understand the entry of the soul into body at conception or its
relation to the body throughout life, or its exit and separate
existence after death. Because all our experience is experience of
ourselves as living beings — when soul and body are bound
together — we cannot know what a separated soul would experience.
Leibniz compared existence after death to a deep sleep or a swoon, but
to investigate these matters is, Kant says, like standing before a
mirror with your eyes closed to see what you look like when you are
asleep (20:309).

8. Freedom and Agency

Leibniz believed that every phenomenon could be explained. His
Principle of Sufficient Reason states that “nothing takes place
without a sufficient reason; in other words,…nothing occurs for
which it would be impossible for someone who has enough knowledge of
things to give a reason adequate to determine why the thing is as it is
and not otherwise.” Though not everything possible happens (and,
therefore not everything that happens is necessary), everything that
happens has a sufficient reason in an antecedent state of the world.
God’s necessary existence is the only state of affairs that is caused
and does not have a sufficient reason in an antecedent state. Not only
does everything have a sufficient reason, but all phenomena and events,
including celestial motions, the formation of plant and animal bodies,
and the processes of life, are regulated by the laws of mechanics, as
the movements of the hands are regulated in a watch (G 7:417–8).

Leibniz’s Principle was incompatible with the existence of an open
future and with free will. His followers recognized this aspect of his
system, though his Discourse on Metaphysics, in which
determinism is tied to his inclusion theory of predicate-subject
relations remained unpublished until the twentieth century. Though
Leibniz tried to avoid contradicting the theological dogma of free will
outright, he denied that any creature could choose between alternatives
to which it was indifferent, and he agreed with Locke that we are
powerfully and necessarily motivated by disquiet and restlessness,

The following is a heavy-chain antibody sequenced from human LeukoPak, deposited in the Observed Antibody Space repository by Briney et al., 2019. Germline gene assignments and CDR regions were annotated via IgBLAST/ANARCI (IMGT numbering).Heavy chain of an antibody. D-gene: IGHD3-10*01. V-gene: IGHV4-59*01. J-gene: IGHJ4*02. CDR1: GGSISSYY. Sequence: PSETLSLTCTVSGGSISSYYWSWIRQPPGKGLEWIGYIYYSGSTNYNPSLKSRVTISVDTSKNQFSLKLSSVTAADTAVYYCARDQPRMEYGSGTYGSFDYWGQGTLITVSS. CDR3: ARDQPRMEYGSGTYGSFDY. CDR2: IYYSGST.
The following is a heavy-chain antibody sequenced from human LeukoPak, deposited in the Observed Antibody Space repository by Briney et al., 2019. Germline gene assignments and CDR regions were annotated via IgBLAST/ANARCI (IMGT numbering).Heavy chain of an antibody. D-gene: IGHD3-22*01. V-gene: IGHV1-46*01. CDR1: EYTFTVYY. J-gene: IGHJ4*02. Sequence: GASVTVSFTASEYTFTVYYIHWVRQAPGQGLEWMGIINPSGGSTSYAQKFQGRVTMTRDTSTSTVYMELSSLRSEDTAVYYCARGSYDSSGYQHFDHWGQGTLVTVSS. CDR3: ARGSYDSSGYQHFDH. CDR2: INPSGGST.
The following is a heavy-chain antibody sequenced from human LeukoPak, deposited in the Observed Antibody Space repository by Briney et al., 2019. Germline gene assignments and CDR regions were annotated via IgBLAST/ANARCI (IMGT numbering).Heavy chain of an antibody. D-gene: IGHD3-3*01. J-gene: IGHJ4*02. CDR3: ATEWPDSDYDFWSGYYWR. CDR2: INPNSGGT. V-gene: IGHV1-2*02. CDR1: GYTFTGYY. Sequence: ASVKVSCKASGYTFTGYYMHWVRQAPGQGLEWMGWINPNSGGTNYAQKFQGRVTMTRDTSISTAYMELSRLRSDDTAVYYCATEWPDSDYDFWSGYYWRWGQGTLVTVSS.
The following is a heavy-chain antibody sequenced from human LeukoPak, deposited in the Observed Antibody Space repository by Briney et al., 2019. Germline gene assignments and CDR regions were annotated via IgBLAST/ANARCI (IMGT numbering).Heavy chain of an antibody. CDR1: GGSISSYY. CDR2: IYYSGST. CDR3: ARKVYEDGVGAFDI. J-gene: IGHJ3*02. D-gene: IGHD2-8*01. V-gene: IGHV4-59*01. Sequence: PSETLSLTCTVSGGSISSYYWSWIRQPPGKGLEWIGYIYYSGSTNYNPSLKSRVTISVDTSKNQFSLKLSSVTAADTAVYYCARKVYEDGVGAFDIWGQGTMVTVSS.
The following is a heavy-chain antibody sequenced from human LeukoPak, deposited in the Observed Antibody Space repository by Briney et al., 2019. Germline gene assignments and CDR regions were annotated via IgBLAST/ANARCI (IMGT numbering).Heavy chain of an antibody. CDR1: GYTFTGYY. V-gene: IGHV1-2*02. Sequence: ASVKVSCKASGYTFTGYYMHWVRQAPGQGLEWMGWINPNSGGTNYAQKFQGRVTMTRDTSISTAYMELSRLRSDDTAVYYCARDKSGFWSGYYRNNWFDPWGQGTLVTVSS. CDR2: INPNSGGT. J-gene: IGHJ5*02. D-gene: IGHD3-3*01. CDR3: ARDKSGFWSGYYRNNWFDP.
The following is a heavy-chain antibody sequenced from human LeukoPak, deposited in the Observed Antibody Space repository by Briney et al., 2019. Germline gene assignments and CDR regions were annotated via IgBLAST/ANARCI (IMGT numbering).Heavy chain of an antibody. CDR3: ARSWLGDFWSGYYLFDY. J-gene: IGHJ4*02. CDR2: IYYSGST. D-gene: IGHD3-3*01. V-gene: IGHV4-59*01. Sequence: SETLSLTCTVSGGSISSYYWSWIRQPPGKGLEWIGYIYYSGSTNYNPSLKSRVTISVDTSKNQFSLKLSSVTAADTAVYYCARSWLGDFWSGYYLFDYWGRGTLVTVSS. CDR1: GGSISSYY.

which are, in Leibniz’s view, sometimes unconscious or subliminal (A
188f). My body is a machine in a wider mechanical system, and my
thoughts and desires, including my “petites perceptions,”
cannot but harmonize with or parallel states of that machine.
“The organized mass in which the point of view of the soul is
located, being expressed more immediately by it, [is] reciprocally
ready to act on her account following the laws of the corporeal
machine, at the moment when the soul wills it, without one disturbing
the laws of other, the animal spirits and blood taking on, exactly the
motions required to correspond to the passions and the perceptions of
the soul” (G 4: 484). Yet, for Leibniz, the infinite complexity
and uniqueness of any living machine make human actions unpredictable,
and the truth of determinism is consistent with our experiences of
self-control, self-management, and behavioural reform (A 195f). For a
variety of reasons, Leibniz did not see determinism or mechanism as a
threat to morality.

Kant did. His perception was facilitated by a series of attacks on
Leibniz’s disciple Christian Wolff by theologians alarmed by what they
saw as the horrific consequences of Sufficient Reason, attacks that led
to Wolff’s banishment from the University at Halle. Leibniz’s
“spiritual automaton,” moved by its presentations, has a
freedom, Kant claims in his second critique, the Critique of
Practical Reason
, that is only “psychological and
comparative.” If Leibniz is right, we have no more than a
“freedom of the turnspit” (5: 97), wound up to run by
itself. In that case, Kant thought, man is a “marionette”
(5:101), and morality is but a figment of the imagination. To know that
the moral law is not a figment and is genuinely binding, it might seem
that we would have to know that we have the power to redirect the
forces of nature. Of course we cannot know this, but, on the other
hand, we cannot prove that no such power exists. [See the entry on
Kant (Sect 5.2) and the entry on
Kant’s moral philosophy (Sect. 10).]

Reason presents compelling arguments for the inevitable nature of
every event. Reason also presents compelling arguments that the human
will can influence the course of nature (KRV A 445/B 473). The antinomy
is dissolved, Kant now maintains, by recognizing that causal relations
must structure outward phenomena. Our investigations of nature
presuppose that they do, insofar as they are scientific. Human agency
is not, however, an outward phenomenon, and the assumption of
determinism is not required. We can view ourselves as machines,